Tapestries

The Tapestries that decorated the Hall

 (none remain in the Hall – either destroyed or are in collections)

The Holy Grail Tapestries – from The Holy Grail Tapestries,  Helen Proctor,  Birmingham Museums and Art Gallery

The subject chosen for illustration is the Quest of the Sancgreal which forms the latter part of the worldwide romance of the Morte d’Arthur, and is on the whole the most illustratable part of it, apart from the fact that as literature it is the most beautiful and complete episode in the Romance’.”

The involved the decoration of the first two floors and included the dining room which contained Morris’s most ambitious interior’.” The architectural features of this large and imposing room, with its wide chimney breast and enormous windows, were determining factors in the choice and scale of its decorative scheme. A memorandum from Morris states: ‘I have had a careful discussion with Mr Burne-Jones and after considering the spaces to be filled, the light in the room and other circumstances ….. the subject chosen for illustration is the Quest of the Sancgreal’.”  Morris later recorded that the Quest was chosen because it comprised the most beautiful and complete episode of the Arthurian legends and was ‘in itself a series of pictures”‘ suitable for illustration in the form of a narrative series of tapestry panels. Significantly, Burne-Jones had already depicted scenes from the Grail quest in four stained glass panels of 1886. Originally intended for his London home, they were subsequently installed in his country house at Rottingdean.”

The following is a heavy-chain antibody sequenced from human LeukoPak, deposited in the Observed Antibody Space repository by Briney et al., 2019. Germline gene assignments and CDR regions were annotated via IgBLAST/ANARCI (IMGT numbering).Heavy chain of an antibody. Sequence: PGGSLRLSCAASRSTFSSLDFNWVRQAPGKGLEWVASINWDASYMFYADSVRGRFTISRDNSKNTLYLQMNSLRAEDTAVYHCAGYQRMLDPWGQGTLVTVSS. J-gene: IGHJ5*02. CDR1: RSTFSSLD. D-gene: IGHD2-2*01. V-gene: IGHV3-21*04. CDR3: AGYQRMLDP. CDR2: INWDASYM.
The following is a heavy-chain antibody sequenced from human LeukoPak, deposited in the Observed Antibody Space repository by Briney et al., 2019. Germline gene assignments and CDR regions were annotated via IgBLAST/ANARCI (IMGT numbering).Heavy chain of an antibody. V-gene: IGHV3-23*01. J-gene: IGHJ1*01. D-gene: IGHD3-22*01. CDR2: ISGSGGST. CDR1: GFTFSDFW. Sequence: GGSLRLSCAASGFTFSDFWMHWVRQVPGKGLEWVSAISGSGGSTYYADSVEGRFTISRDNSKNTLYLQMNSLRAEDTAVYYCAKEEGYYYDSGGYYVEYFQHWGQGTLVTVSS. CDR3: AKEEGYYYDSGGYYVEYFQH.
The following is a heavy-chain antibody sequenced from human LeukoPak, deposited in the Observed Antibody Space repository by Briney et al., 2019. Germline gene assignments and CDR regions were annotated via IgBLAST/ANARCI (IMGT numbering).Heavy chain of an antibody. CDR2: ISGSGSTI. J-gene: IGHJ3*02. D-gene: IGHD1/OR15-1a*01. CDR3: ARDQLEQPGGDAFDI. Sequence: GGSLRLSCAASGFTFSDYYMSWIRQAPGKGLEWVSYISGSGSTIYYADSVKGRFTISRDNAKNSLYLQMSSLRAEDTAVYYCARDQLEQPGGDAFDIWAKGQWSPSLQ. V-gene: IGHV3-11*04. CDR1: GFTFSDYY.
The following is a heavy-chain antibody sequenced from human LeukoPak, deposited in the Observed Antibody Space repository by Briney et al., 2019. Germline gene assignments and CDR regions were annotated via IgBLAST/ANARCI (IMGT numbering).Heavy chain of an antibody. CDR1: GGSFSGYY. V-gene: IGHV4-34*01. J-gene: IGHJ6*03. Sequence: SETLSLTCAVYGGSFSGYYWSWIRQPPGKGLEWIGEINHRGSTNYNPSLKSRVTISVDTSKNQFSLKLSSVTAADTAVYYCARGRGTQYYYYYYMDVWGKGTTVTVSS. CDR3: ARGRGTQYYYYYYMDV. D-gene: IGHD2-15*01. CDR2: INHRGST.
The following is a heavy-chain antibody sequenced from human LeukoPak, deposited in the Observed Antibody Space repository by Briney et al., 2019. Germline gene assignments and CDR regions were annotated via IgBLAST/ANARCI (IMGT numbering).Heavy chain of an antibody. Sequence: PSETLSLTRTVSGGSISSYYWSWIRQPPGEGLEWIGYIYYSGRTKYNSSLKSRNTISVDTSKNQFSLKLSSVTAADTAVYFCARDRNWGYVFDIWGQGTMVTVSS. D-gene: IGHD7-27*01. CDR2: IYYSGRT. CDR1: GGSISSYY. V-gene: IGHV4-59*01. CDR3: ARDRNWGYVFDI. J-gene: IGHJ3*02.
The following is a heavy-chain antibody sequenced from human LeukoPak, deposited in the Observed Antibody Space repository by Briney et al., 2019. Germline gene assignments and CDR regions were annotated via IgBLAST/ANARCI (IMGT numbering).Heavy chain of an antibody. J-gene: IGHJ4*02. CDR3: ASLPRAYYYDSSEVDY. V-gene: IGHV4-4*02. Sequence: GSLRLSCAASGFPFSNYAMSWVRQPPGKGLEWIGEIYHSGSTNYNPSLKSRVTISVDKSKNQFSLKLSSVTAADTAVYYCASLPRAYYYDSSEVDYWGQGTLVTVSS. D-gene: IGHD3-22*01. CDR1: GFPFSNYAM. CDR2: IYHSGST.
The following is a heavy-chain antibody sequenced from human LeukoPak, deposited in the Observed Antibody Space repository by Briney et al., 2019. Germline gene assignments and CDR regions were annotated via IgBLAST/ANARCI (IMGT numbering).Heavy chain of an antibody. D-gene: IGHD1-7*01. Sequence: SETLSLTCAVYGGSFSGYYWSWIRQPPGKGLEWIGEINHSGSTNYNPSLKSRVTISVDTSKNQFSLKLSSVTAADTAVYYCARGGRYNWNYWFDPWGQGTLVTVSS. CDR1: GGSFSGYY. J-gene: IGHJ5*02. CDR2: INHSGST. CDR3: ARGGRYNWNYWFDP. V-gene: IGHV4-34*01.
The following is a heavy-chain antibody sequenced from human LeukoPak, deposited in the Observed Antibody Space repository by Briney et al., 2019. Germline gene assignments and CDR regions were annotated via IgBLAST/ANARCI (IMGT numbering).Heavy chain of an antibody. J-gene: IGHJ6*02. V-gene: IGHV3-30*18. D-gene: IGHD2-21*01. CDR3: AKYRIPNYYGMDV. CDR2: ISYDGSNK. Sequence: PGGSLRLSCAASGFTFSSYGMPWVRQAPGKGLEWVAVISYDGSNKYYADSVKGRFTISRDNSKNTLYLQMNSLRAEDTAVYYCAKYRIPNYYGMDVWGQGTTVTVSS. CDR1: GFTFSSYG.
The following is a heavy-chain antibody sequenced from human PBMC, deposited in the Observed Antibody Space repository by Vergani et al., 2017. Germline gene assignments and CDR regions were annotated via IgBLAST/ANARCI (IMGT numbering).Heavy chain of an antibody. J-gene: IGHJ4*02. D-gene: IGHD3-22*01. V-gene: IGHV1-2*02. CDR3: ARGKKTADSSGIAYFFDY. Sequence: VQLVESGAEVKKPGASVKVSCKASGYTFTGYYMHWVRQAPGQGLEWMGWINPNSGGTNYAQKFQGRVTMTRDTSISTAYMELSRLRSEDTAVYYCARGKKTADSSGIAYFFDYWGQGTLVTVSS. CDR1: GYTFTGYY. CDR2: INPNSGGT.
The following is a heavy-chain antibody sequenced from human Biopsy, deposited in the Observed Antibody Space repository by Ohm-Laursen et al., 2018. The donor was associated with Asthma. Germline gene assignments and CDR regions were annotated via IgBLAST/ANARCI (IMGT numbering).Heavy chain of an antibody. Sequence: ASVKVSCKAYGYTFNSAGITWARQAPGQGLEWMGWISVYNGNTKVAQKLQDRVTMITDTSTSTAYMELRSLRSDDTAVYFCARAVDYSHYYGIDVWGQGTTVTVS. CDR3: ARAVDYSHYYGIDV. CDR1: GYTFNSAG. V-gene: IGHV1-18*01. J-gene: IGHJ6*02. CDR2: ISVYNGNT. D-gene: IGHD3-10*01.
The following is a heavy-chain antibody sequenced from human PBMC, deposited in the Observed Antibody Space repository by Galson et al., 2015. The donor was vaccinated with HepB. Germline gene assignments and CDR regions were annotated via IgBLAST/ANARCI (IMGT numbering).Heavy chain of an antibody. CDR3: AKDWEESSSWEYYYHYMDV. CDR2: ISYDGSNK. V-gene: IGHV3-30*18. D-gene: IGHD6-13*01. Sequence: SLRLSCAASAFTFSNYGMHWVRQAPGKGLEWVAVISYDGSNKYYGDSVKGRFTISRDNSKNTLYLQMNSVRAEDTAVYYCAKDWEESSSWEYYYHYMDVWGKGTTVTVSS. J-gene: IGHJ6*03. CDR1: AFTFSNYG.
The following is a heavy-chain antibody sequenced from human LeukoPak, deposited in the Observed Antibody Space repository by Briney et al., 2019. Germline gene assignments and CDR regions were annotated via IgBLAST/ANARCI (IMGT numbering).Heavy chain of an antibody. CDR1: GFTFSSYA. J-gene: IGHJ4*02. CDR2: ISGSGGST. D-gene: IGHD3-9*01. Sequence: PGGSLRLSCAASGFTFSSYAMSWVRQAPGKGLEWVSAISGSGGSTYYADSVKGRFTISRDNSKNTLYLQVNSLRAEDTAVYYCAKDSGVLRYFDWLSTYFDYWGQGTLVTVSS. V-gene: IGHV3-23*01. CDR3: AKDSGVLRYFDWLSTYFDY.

In accordance with the nineteenth century practice of dividing walls horizontally, the tapestries were conceived as two tiers. The principal division consisted of a series of six narrative figure subjects, presented in the form of a continuous frieze and designed to hang from the moulded cornice to the top of the dado. The subsidiary set of six smaller verdure panels bore explanatory inscriptions in Gothic characters describing the scenes above and summarizing their narrative content. These were designed by Dearle to hang below the first four figurative tapestries and showed deer in a thicket with the knights’ shields suspended from the branches of trees. A number of scenes were considered by Burne-Jones and Morris before deciding on the following:

The Knights of the Round Table summoned to a Quest by the Strange Damsel.  245 x 535.  Part of a set woven for George McCulloch 1898-99
The Arming and Departure of the Knights of the Round Table on the Quest for the Holy Grail

The Failure of Sir Lancelot The Failure of Sir Gawaine

In his treatment of these subjects, Burne-Jones’s designs for tapestry were not intended, either in subject or detail, to show any period of history. He believed that the Arthurian legends had evolved over long periods of time and were assimilated from very diverse origins. Although it was possible to express the ‘spirit’ of these legends in the tapestries, the artist regarded the attribution of a chronological character to them as inappropriate.